John Dunmore Lang

The song that is last of the many Whose music is full of thy name, Is weaker, O father! than any, Is fainter than flickering flame.

But far in the folds of the mountains Whose bases are h.o.a.ry with sea, By lone immemorial fountains This singer is mourning for thee.

Because thou wert chief and a giant With those who fought on for the right A hero determined, defiant; As flame was the sleep of thy might.

Like Stephen in days that are olden, Thy lot with a rabble was cast, But seasons came on that were golden, And Peace was thy mother at last.

I knew of thy fierce tribulation, Thou wert ever the same in my thought-- The father and friend of a nation Through good and through evil report.

At Ephesus, fighting in fetters, Paul drove the wild beasts to their pen; So thou with the lash of thy letters Whipped infamy back to its den.

The noise of thy battle is over, Thy sword is hung up in its sheath; Thy grave has been decked by its lover With beauty of willowy wreath.

The winds sing about thee for ever, The voices of hill and of sea; But the cry of the conflict will never Bring sorrow again unto thee.

On a Baby Buried by the Hawkesbury

[_Lines sent to a Young Mother._]

A grace that was lent for a very few hours, By the bountiful Spirit above us; She sleeps like a flower in the land of the flowers, She went ere she knew how to love us.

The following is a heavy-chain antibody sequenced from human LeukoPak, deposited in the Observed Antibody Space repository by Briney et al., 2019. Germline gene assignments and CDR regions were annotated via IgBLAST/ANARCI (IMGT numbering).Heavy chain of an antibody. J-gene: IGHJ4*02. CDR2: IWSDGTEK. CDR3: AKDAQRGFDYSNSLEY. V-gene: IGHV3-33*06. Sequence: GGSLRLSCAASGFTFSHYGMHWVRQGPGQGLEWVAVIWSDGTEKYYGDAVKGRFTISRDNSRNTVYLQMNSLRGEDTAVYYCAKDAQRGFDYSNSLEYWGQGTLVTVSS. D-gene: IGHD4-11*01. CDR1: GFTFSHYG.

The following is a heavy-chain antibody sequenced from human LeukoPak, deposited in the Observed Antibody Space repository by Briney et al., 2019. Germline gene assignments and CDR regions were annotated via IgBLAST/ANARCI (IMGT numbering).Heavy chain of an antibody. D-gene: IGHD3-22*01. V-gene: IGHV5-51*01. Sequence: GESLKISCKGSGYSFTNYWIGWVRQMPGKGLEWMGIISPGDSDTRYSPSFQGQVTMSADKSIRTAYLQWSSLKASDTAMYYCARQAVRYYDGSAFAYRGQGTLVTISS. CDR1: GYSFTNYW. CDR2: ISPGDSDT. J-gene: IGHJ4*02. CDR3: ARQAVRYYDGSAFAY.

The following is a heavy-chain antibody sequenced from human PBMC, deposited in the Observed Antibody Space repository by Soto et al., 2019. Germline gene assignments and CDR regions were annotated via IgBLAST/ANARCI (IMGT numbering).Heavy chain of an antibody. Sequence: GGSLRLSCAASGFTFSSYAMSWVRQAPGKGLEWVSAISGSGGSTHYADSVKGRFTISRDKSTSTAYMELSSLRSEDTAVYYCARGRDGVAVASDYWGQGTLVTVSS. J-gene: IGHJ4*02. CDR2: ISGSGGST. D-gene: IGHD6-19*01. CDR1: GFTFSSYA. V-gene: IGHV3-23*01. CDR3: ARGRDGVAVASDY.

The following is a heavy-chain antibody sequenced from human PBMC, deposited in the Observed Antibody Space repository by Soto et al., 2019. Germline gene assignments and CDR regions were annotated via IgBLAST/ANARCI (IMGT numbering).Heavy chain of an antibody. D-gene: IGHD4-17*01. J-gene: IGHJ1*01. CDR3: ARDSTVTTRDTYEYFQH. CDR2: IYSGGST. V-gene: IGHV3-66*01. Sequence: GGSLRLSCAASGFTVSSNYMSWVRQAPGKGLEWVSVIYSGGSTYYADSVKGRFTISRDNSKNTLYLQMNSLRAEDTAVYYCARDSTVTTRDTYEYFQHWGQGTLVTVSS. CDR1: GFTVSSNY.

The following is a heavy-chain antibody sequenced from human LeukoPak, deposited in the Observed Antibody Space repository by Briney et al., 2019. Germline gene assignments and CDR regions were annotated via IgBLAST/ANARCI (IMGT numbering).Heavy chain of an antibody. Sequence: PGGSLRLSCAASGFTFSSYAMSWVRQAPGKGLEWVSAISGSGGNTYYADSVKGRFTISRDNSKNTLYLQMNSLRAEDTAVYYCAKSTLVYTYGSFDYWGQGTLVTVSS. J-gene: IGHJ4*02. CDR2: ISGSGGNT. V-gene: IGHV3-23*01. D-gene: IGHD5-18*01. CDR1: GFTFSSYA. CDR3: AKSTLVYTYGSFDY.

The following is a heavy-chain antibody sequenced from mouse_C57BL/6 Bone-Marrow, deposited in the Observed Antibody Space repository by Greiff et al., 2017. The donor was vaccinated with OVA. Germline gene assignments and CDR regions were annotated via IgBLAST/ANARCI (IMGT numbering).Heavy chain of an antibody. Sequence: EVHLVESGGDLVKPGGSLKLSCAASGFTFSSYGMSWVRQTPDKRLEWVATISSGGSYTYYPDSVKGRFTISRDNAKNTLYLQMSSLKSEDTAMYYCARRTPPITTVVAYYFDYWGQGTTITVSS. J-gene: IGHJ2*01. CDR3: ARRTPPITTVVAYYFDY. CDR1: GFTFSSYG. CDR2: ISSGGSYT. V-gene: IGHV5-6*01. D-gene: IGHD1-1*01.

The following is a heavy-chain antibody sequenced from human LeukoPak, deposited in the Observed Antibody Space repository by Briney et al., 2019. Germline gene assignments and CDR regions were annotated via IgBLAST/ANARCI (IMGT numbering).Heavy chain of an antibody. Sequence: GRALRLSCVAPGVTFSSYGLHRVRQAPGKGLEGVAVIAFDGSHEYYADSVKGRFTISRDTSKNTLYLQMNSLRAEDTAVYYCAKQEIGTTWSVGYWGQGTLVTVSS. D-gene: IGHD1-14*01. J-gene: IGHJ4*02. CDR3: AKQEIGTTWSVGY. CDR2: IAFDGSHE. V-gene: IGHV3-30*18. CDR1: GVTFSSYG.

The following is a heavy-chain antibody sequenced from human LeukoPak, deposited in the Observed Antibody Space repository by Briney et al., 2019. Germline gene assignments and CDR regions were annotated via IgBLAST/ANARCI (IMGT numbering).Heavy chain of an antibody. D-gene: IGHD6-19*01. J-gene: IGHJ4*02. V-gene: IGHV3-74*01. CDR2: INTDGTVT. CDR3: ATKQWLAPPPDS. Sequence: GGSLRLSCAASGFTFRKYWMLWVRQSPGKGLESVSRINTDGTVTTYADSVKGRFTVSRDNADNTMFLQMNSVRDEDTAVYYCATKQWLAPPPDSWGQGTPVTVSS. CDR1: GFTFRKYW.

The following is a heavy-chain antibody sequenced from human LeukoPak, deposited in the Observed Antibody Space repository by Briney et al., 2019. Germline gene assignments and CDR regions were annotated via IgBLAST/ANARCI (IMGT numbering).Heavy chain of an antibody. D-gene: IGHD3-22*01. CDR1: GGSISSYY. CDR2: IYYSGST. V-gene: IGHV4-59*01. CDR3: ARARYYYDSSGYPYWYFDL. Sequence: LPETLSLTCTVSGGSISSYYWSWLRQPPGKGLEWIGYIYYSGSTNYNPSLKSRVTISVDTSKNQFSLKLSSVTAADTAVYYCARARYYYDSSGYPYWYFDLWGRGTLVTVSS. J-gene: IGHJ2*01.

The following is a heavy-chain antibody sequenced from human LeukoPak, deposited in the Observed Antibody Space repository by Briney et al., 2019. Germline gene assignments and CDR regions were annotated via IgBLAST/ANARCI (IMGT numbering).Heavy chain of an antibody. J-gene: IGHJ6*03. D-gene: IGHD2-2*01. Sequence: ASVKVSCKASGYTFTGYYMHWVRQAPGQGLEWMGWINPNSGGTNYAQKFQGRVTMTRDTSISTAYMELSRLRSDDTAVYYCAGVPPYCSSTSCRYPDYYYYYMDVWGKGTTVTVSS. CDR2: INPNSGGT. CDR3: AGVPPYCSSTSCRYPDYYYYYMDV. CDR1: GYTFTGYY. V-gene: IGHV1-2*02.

Her music of Heaven was strange to this sphere, Her voice is a silence for ever; In the bitter, wild fall of a sorrowful year, We buried our bird by the river.

But the gold of the gra.s.s, and the green of the vine, And the music of wind and of water, And the torrent of song and superlative shine, Are close to our dear little daughter.

The months of the year are all gracious to her, A winter breath visits her never; She sleeps like a bird in a cradle of myrrh, By the banks of the beautiful river.

Song of the Shingle-Splitters

In dark wild woods, where the lone owl broods And the dingoes nightly yell-- Where the curlew's cry goes floating by, We splitters of shingles dwell.

And all day through, from the time of the dew To the hour when the mopoke calls, Our mallets ring where the woodbirds sing Sweet hymns by the waterfalls.

And all night long we are lulled by the song Of gales in the grand old trees; And in the brakes we can hear the lakes And the moan of the distant seas.

For afar from heat and dust of street, And hall and turret and dome, In forest deep, where the torrents leap, Is the shingle-splitter's home.

The dweller in town may lie upon down, And own his palace and park: We envy him not his prosperous lot, Though we slumber on sheets of bark.

Our food is rough, but we have enough; Our drink is better than wine: For cool creeks flow wherever we go, Shut in from the hot sunshine.

Though rude our roof, it is weather-proof, And at the end of the days We sit and smoke over yarn and joke, By the bush-fire's st.u.r.dy blaze.

For away from din and sorrow and sin, Where troubles but rarely come, We jog along, like a merry song, In the shingle-splitter's home.

What though our work be heavy, we shirk From nothing beneath the sun; And toil is sweet to those who can eat And rest when the day is done.

In the Sabbath-time we hear no chime, No sound of the Sunday bells; But yet Heaven smiles on the forest aisles, And G.o.d in the woodland dwells.

We listen to notes from the million throats Of chorister birds on high, Our psalm is the breeze in the lordly trees, And our dome is the broad blue sky.

Oh! a brave, frank life, unsmitten by strife, We live wherever we roam, And our hearts are free as the great strong sea, In the shingle-splitter's home.

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The Poems Of Henry Kendall Part 59 summary